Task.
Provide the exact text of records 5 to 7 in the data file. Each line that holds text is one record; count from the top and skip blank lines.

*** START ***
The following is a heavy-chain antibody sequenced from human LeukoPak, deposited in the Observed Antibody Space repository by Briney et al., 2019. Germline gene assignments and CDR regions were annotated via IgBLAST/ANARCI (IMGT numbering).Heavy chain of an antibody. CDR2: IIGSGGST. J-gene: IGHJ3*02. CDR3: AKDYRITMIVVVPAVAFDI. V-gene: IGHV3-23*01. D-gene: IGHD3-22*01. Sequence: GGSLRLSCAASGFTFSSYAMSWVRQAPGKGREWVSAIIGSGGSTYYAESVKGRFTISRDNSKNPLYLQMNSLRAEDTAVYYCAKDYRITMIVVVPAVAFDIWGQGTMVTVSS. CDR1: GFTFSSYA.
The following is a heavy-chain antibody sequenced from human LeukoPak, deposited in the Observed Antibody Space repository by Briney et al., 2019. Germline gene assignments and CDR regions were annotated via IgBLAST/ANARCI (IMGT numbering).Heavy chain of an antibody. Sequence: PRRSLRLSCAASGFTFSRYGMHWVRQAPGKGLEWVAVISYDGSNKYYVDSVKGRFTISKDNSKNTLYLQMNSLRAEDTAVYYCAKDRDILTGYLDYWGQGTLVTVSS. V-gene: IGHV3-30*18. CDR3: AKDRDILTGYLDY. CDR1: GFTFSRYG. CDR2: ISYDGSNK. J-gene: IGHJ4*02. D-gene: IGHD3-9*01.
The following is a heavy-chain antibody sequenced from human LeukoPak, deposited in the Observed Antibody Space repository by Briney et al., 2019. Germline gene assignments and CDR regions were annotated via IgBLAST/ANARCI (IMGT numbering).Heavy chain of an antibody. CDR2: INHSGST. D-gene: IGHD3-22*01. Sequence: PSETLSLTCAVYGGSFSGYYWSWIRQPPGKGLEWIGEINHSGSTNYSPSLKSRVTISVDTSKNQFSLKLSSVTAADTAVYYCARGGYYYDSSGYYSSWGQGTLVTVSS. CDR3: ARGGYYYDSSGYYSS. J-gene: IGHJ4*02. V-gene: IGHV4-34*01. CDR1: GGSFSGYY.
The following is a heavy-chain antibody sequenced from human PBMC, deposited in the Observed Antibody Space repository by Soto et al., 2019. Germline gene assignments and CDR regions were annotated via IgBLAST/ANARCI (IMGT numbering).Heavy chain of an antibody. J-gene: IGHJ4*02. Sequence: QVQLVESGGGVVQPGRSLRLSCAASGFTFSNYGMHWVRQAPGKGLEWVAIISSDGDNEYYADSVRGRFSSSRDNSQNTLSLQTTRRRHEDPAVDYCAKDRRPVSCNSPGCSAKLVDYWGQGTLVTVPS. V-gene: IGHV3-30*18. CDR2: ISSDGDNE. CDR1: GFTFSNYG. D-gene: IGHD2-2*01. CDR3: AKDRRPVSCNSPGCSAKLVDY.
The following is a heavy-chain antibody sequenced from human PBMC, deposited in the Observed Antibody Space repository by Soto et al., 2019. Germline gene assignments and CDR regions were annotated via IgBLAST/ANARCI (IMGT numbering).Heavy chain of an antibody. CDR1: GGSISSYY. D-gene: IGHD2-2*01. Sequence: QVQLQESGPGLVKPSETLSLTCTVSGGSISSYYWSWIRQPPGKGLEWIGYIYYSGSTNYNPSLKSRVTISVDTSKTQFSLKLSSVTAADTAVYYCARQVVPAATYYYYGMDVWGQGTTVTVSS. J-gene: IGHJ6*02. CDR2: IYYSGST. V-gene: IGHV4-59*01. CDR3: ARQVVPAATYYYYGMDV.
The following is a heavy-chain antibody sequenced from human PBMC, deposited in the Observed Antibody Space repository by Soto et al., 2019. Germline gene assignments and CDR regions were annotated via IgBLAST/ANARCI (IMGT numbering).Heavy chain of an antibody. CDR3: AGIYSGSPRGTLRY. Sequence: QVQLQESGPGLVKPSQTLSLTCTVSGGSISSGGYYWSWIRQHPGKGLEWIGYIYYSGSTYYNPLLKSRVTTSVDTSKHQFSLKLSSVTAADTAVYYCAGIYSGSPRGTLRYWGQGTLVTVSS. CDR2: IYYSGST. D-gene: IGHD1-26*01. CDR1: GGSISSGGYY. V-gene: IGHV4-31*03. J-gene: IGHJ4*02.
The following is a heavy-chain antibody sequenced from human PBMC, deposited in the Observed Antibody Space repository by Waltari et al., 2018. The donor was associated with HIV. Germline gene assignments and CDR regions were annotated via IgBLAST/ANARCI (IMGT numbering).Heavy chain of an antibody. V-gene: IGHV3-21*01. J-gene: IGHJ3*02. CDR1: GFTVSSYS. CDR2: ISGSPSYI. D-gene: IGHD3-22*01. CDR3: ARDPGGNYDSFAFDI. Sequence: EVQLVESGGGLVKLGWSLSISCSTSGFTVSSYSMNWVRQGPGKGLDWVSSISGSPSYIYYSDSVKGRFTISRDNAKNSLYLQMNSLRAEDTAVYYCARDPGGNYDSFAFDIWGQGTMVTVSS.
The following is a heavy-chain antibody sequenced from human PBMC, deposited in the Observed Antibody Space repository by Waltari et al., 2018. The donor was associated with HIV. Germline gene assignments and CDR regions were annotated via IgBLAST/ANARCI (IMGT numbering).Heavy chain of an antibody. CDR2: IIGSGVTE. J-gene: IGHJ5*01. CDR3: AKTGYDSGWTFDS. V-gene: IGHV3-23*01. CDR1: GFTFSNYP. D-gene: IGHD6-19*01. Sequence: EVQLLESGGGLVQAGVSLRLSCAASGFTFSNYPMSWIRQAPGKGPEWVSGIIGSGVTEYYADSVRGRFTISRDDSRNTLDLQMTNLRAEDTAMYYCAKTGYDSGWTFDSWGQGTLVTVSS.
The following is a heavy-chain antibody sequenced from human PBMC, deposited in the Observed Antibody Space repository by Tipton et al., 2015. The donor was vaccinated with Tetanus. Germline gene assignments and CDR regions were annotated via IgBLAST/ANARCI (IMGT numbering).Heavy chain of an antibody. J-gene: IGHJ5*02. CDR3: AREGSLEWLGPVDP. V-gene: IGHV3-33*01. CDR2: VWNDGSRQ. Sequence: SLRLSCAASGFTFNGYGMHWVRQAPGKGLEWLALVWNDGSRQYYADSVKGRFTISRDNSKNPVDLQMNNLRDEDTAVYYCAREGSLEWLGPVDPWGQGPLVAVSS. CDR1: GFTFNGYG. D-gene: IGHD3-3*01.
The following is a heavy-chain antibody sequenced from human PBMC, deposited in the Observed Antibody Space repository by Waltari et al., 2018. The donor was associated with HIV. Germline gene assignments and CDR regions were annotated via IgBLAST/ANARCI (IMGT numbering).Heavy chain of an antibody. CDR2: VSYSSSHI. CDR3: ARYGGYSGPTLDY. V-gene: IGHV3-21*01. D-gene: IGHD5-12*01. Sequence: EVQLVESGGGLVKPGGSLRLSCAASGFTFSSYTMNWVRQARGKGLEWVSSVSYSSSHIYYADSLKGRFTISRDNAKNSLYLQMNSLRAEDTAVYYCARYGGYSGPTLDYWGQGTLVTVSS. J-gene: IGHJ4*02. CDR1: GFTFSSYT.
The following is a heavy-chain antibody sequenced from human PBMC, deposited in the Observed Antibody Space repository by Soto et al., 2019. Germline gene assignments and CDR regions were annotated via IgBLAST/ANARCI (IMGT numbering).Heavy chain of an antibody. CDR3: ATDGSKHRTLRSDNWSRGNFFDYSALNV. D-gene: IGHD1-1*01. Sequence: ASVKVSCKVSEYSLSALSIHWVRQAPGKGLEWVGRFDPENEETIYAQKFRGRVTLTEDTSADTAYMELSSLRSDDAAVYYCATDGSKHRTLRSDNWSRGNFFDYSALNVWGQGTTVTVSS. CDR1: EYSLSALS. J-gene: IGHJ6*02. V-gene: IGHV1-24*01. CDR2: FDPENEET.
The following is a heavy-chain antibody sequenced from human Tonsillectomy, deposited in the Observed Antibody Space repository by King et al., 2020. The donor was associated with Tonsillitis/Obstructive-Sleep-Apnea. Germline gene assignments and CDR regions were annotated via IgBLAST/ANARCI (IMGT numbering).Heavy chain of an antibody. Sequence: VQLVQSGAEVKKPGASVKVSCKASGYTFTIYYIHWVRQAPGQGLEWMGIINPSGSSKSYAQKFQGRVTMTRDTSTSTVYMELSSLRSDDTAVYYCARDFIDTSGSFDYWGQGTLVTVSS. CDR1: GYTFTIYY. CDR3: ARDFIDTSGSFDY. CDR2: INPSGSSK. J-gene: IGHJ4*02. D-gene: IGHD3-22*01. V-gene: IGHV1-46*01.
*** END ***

The following is a heavy-chain antibody sequenced from human PBMC, deposited in the Observed Antibody Space repository by Soto et al., 2019. Germline gene assignments and CDR regions were annotated via IgBLAST/ANARCI (IMGT numbering).Heavy chain of an antibody. CDR1: GGSISSYY. D-gene: IGHD2-2*01. Sequence: QVQLQESGPGLVKPSETLSLTCTVSGGSISSYYWSWIRQPPGKGLEWIGYIYYSGSTNYNPSLKSRVTISVDTSKTQFSLKLSSVTAADTAVYYCARQVVPAATYYYYGMDVWGQGTTVTVSS. J-gene: IGHJ6*02. CDR2: IYYSGST. V-gene: IGHV4-59*01. CDR3: ARQVVPAATYYYYGMDV.
The following is a heavy-chain antibody sequenced from human PBMC, deposited in the Observed Antibody Space repository by Soto et al., 2019. Germline gene assignments and CDR regions were annotated via IgBLAST/ANARCI (IMGT numbering).Heavy chain of an antibody. CDR3: AGIYSGSPRGTLRY. Sequence: QVQLQESGPGLVKPSQTLSLTCTVSGGSISSGGYYWSWIRQHPGKGLEWIGYIYYSGSTYYNPLLKSRVTTSVDTSKHQFSLKLSSVTAADTAVYYCAGIYSGSPRGTLRYWGQGTLVTVSS. CDR2: IYYSGST. D-gene: IGHD1-26*01. CDR1: GGSISSGGYY. V-gene: IGHV4-31*03. J-gene: IGHJ4*02.
The following is a heavy-chain antibody sequenced from human PBMC, deposited in the Observed Antibody Space repository by Waltari et al., 2018. The donor was associated with HIV. Germline gene assignments and CDR regions were annotated via IgBLAST/ANARCI (IMGT numbering).Heavy chain of an antibody. V-gene: IGHV3-21*01. J-gene: IGHJ3*02. CDR1: GFTVSSYS. CDR2: ISGSPSYI. D-gene: IGHD3-22*01. CDR3: ARDPGGNYDSFAFDI. Sequence: EVQLVESGGGLVKLGWSLSISCSTSGFTVSSYSMNWVRQGPGKGLDWVSSISGSPSYIYYSDSVKGRFTISRDNAKNSLYLQMNSLRAEDTAVYYCARDPGGNYDSFAFDIWGQGTMVTVSS.